I have an 80G byte hard drive but on Windows 98 it shows as only 8G bytes. My BIOS shows it as 80G bytes and it is set up for FAT32. Do you know how I can get Windows to read all 80G bytes?
The FAT32 file system can address partitions up to 2T bytes - that's two TERA bytes - in size, so an 80G byte drive should not pose any difficulty at all. Was this machine pre-loaded from a factory or OEM? Sometimes OEM's will use a disk-imaging process that creates a smaller partition size than the hard drive is capable of.
You have three options:
1. Go to a DOS window (because DOS will never die), and use FDISK to create a second partition to use as a D: drive. Pro's - easy, quick, non-destructive. Con's - creates a second drive letter, which some people don't care for.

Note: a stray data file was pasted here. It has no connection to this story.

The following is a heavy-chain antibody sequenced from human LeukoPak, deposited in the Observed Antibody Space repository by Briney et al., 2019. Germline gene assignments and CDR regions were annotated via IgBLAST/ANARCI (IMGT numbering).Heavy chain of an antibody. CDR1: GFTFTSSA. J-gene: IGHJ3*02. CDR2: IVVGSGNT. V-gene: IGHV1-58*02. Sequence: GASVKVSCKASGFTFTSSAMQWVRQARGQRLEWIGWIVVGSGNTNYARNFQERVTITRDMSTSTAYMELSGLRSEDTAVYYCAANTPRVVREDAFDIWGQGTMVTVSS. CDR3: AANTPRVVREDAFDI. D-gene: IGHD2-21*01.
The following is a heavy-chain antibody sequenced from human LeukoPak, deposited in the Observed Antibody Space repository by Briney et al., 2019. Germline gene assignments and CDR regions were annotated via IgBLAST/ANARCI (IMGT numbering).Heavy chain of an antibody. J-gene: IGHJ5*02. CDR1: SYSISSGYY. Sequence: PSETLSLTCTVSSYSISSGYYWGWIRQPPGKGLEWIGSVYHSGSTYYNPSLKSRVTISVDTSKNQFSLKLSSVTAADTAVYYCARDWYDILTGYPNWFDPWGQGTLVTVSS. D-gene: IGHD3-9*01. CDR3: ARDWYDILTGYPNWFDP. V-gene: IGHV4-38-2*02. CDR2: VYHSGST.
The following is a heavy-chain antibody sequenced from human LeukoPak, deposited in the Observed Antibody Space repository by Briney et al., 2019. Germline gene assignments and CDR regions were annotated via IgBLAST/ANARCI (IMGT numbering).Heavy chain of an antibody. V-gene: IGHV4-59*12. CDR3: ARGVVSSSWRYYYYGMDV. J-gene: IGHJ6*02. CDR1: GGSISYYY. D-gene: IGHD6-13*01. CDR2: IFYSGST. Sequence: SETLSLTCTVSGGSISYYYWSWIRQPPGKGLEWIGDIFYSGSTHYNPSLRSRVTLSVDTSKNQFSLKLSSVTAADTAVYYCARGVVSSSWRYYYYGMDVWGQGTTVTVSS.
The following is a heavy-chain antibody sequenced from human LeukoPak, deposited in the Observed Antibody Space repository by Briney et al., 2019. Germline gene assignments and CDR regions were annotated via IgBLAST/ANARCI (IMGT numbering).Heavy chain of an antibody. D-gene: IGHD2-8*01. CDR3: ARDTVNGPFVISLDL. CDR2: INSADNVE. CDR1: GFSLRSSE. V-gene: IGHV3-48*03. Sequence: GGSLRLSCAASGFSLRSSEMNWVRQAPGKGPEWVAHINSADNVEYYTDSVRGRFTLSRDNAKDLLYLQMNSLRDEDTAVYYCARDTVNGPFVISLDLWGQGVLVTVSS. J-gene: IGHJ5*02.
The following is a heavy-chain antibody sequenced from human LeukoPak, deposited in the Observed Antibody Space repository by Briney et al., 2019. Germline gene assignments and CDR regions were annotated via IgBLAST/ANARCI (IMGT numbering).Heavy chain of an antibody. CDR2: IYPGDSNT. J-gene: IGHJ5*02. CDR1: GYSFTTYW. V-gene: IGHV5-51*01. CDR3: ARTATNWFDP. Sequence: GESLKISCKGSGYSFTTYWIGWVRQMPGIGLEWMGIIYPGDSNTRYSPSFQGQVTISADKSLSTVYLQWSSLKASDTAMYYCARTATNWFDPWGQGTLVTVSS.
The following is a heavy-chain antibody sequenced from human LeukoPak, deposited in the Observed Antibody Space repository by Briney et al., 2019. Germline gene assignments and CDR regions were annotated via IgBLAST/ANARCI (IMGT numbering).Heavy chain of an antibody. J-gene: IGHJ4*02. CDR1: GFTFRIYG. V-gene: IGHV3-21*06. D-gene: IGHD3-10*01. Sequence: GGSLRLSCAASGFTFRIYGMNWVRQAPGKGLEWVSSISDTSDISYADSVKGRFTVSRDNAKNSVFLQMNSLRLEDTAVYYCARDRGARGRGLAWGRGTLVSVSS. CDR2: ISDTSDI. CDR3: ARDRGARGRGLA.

2. Drop a few bucks on Partition Magic (www.powerquest.com) or a similar utility that will allow you to do an in-place extension of your existing partition. Pro's - easy, quick, non-destructive, allows all available disk space to be addressed using a single drive letter. Con's - Not free.
3. FDISK, re-format, manually re-install the OS. Pro's - uhhh....it'll work. Con's - not easy, not quick, data-destructive.
Dig Deeper on Windows Operating System Management
Related Q&A from Laura E. Hunter
Active Directory expert Laura E. Hunter offers some advice for changing the IP addresses of domain controllers.continue reading
A Windows administrator moving from Windows Server 2003 to Windows Server 2003 R2 wants to perform a restore of a previous server to a new one ...continue reading
An admin needs to grant user access rights for those needing to traverse directory trees. Our server management expert explains how to use Group ...continue reading
Have a question for an expert?
Please add a title for your question
Get answers from a TechTarget expert on whatever's puzzling you.